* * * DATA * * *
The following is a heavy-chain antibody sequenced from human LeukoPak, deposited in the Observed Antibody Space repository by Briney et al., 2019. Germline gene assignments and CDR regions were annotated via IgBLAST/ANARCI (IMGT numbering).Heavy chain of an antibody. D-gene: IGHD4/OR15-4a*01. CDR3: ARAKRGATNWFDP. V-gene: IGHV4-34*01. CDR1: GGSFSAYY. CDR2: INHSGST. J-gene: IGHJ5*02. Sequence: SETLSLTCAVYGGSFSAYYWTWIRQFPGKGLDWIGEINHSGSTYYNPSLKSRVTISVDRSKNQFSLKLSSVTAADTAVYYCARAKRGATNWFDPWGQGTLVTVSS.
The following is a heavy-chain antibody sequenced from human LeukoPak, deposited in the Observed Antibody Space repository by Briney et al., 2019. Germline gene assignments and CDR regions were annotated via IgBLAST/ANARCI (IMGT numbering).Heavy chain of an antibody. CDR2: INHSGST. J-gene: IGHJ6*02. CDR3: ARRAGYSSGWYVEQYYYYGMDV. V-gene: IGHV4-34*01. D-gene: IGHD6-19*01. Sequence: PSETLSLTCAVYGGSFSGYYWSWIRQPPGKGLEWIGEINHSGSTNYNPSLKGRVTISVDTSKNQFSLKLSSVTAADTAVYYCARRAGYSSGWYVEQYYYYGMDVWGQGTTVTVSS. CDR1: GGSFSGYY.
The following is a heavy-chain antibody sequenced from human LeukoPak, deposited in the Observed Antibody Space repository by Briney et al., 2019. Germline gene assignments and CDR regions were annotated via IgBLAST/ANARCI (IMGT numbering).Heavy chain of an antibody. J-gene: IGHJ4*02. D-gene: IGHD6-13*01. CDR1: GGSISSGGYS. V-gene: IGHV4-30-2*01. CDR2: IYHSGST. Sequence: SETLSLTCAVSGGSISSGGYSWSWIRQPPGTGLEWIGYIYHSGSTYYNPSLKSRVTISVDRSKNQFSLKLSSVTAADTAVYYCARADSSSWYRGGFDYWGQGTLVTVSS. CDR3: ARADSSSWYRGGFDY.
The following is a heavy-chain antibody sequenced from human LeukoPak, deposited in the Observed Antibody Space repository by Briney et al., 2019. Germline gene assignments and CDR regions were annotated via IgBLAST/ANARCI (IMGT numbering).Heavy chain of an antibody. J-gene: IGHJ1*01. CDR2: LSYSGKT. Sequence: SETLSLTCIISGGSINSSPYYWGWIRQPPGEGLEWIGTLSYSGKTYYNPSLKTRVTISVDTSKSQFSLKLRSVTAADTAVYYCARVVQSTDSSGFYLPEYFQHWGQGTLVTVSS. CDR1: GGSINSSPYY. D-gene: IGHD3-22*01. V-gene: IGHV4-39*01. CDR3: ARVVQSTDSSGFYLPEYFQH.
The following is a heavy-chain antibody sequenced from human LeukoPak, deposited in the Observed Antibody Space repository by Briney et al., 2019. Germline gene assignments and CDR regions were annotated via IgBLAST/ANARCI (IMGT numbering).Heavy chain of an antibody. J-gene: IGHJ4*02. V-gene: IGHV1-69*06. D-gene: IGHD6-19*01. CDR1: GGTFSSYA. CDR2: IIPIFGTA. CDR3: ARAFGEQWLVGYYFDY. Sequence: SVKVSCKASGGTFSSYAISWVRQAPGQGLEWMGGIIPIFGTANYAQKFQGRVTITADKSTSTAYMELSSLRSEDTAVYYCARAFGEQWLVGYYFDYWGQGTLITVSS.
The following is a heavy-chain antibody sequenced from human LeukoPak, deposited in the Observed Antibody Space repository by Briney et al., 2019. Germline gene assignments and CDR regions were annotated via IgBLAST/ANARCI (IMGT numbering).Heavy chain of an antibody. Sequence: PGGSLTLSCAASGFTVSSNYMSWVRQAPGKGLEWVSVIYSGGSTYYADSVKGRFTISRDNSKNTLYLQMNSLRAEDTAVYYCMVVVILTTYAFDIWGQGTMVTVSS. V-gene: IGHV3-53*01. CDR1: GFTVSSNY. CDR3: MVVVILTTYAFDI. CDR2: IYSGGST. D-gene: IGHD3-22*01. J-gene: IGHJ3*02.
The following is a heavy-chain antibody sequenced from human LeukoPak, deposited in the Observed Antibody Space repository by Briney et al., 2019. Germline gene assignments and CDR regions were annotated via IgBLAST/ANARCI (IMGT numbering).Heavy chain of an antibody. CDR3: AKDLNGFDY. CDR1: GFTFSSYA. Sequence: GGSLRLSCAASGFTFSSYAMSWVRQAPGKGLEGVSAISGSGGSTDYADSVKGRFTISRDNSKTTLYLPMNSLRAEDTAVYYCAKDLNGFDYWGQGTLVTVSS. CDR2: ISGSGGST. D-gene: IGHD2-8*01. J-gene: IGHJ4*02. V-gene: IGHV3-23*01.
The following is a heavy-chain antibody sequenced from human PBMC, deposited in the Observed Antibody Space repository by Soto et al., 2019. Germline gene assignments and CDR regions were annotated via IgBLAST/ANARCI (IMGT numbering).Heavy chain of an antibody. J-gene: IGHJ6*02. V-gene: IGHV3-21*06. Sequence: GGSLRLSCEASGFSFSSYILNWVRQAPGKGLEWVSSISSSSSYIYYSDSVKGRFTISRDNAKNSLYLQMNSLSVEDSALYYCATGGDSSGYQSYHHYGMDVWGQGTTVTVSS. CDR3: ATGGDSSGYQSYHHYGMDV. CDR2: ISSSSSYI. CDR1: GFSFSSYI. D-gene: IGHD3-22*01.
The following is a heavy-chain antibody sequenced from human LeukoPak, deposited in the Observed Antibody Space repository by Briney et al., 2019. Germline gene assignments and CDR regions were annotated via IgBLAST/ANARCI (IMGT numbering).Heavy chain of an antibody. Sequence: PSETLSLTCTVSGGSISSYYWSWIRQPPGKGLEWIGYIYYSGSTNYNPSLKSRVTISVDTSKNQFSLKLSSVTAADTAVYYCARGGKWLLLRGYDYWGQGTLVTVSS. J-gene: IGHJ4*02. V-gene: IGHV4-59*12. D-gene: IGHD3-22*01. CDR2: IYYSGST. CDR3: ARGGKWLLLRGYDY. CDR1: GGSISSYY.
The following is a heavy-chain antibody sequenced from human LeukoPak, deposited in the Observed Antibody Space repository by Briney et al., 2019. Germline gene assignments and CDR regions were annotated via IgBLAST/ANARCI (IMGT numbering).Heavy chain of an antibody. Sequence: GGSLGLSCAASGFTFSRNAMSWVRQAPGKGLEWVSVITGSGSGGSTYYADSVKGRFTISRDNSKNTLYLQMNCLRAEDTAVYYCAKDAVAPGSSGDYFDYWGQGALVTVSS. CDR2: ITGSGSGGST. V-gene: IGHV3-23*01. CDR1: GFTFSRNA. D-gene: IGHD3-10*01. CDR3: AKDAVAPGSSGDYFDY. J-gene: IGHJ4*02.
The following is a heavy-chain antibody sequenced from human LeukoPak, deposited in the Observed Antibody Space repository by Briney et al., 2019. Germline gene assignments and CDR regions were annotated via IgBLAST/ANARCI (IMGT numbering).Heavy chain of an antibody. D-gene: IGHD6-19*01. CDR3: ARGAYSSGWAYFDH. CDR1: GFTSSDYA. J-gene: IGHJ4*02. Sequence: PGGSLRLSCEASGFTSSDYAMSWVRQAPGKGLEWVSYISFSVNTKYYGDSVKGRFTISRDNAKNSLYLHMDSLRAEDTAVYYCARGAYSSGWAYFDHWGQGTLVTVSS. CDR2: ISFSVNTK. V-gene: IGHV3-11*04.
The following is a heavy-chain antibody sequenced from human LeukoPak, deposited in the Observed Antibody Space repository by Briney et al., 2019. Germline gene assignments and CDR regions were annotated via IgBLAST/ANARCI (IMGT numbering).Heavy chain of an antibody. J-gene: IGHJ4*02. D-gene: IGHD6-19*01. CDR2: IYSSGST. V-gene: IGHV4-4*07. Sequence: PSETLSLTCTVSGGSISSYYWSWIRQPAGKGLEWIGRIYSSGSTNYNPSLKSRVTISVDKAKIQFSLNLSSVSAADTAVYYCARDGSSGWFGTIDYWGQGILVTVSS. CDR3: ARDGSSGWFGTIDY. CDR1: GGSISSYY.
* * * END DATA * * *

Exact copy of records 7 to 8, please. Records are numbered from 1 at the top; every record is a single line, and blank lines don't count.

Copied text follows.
The following is a heavy-chain antibody sequenced from human LeukoPak, deposited in the Observed Antibody Space repository by Briney et al., 2019. Germline gene assignments and CDR regions were annotated via IgBLAST/ANARCI (IMGT numbering).Heavy chain of an antibody. CDR3: AKDLNGFDY. CDR1: GFTFSSYA. Sequence: GGSLRLSCAASGFTFSSYAMSWVRQAPGKGLEGVSAISGSGGSTDYADSVKGRFTISRDNSKTTLYLPMNSLRAEDTAVYYCAKDLNGFDYWGQGTLVTVSS. CDR2: ISGSGGST. D-gene: IGHD2-8*01. J-gene: IGHJ4*02. V-gene: IGHV3-23*01.
The following is a heavy-chain antibody sequenced from human PBMC, deposited in the Observed Antibody Space repository by Soto et al., 2019. Germline gene assignments and CDR regions were annotated via IgBLAST/ANARCI (IMGT numbering).Heavy chain of an antibody. J-gene: IGHJ6*02. V-gene: IGHV3-21*06. Sequence: GGSLRLSCEASGFSFSSYILNWVRQAPGKGLEWVSSISSSSSYIYYSDSVKGRFTISRDNAKNSLYLQMNSLSVEDSALYYCATGGDSSGYQSYHHYGMDVWGQGTTVTVSS. CDR3: ATGGDSSGYQSYHHYGMDV. CDR2: ISSSSSYI. CDR1: GFSFSSYI. D-gene: IGHD3-22*01.